Washington Baltimore Center for Psychoanalysis

Beyond the COuch

Faraway Voices:  Healing Through Writing

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By Elizabeth Miller, LCSW-C, MSW

The early morning sun shines through the window of my home office as I open the Zoom link to connect with 6 young women who have just finished their evening meal–10 time zones away–in Bangladesh. One by one they arrive in their little video boxes; many in colorful headscarves, all smiling and offering warm greetings to me and one another. They place themselves wherever they can find the best Wi-Fi connection. One is in the library, surrounded by books, another in an outside courtyard dotted with tropical plants. Several are in dorm rooms, often with curious friends peeking into the frame and hoping for an introduction. These young women eagerly approach our work together: weekly writing workshops to explore their experiences and feelings.

Meeting from week to week, I find my heart both breaking and expanding, as they reveal their sorrows and their dreams. This week’s writing prompt: “Write a letter to yourself that you can read when you need strength.”

“I am the pain and I am the doctor,” reads one.

“This wondrous body of mine, a gift of Mother Earth,” shares another.

The group members respond to the writing with deep respect, resonating with one another’s experiences. Surrounded by such beautiful, evocative language and deep feeling, I am struck again and again by the resilience and creativity offered by women who’ve faced unimaginable adversity.

It had been my great fortune to volunteer for the Writing for Friendship initiative, affiliated with Kerry Malawista’s Things They Carry therapeutic writing program. This modified TTC model had been constructed specifically for students at The Asian University for Women in Bangladesh. The founder of the school was concerned with the emotional well-being of the 200 Afghan women who would be arriving in the summer of 2022, after he’d miraculously brokered their release through the Taliban. They’d soon find themselves in a strange new place, and he feared there would be little in the way of mental health assistance available for them. It was hoped that the therapeutic writing groups would provide support and connection for the incoming Afghan women, along with any others at the school who would be interested in joining. Each group would include 6 young women with a therapist facilitator. Carefully selected writing prompts would offer participants a chance to reflect more deeply about their experiences through writing. Sharing their work with each other was intended to create space for support and affinity.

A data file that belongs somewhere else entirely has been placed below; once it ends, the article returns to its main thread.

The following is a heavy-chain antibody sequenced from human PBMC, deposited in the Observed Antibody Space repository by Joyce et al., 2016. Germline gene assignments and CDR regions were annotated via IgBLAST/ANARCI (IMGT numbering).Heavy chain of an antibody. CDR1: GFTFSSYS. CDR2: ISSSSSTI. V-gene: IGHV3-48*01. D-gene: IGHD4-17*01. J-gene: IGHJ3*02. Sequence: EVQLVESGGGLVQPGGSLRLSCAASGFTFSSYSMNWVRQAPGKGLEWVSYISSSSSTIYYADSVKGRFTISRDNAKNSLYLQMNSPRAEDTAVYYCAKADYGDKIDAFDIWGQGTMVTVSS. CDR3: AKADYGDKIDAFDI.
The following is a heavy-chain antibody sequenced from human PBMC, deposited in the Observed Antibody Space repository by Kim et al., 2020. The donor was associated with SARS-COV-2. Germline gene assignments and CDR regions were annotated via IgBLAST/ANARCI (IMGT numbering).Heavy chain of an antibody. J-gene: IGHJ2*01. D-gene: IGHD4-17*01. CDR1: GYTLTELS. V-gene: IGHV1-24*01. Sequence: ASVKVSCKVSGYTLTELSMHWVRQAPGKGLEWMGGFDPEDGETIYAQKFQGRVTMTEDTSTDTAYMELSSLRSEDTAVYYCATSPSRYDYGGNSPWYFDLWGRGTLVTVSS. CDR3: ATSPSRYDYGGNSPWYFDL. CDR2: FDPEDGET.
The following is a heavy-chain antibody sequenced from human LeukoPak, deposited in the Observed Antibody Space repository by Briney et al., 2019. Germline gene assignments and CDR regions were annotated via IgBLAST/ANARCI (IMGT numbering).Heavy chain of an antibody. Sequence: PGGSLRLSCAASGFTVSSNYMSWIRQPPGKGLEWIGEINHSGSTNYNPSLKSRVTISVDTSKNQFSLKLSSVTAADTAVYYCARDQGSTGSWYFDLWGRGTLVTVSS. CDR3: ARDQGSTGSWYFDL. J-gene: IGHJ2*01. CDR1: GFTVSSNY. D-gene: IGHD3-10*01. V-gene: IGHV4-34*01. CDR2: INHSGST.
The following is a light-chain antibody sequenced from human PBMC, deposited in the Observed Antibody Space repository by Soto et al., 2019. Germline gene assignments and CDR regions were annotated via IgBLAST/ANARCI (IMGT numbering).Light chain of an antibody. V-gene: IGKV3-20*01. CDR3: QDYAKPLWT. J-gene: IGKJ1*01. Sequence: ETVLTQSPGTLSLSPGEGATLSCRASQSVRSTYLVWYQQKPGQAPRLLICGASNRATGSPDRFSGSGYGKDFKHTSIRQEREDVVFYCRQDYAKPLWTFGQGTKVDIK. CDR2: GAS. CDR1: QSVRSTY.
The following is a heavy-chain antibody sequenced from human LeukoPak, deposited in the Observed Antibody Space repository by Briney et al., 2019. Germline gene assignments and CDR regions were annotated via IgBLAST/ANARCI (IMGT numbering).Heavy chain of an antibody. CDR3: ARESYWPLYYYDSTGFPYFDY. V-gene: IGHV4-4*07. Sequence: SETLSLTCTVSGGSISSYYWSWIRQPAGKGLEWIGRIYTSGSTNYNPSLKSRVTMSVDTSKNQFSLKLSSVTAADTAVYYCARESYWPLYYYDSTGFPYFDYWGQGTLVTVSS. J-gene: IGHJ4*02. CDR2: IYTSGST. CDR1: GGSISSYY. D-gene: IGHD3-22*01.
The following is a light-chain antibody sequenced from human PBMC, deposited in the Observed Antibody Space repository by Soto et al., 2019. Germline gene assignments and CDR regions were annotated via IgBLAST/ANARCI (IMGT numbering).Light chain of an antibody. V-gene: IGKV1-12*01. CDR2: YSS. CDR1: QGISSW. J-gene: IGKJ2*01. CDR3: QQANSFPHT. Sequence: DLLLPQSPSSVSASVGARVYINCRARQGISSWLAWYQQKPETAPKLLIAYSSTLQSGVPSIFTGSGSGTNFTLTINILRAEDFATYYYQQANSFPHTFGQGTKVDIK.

A group of experienced therapists in the U.S.—one a friend of the school’s founder—would provide guidance and structure for the volunteer therapists. We headed into the “experiment” with open minds and hearts, expecting that we’d be able to offer some

level of support to women who were experiencing the trauma of displacement from country and family–with no clear pathway of return.

As with so much of our work, but especially here, the inspiration from those we were tasked with helping is overwhelming. The writing is often exquisite and powerful. The sharing of personal loss, trauma and joy is far beyond what we’d imagined—as are the personal connections among participants. The women routinely invite one another not only into their intimate thoughts, but also into their shared worlds, gathering to cook, play and read together.

As we head into our sixth and final session, the women in my group express their appreciation for a place to “speak freely,” and to “find friendship by sharing writing.” One member from Bangladesh invites the others to a large family wedding. Another speaks of how the group helped her push past her shyness to find new friends both in the group and in the wider community. Most thrillingly, they make plans to continue to meet together to write and talk. I close the Zoom link at the meeting’s end, with tears in my eyes and a grateful heart.

The project has become a powerful reminder of our shared humanity and connectedness. From the women in our groups, we learned about Rumi, a 13th century Afghan mystic and poet who perhaps captures this best in his writing: “You have to keep breaking your heart until it opens.”

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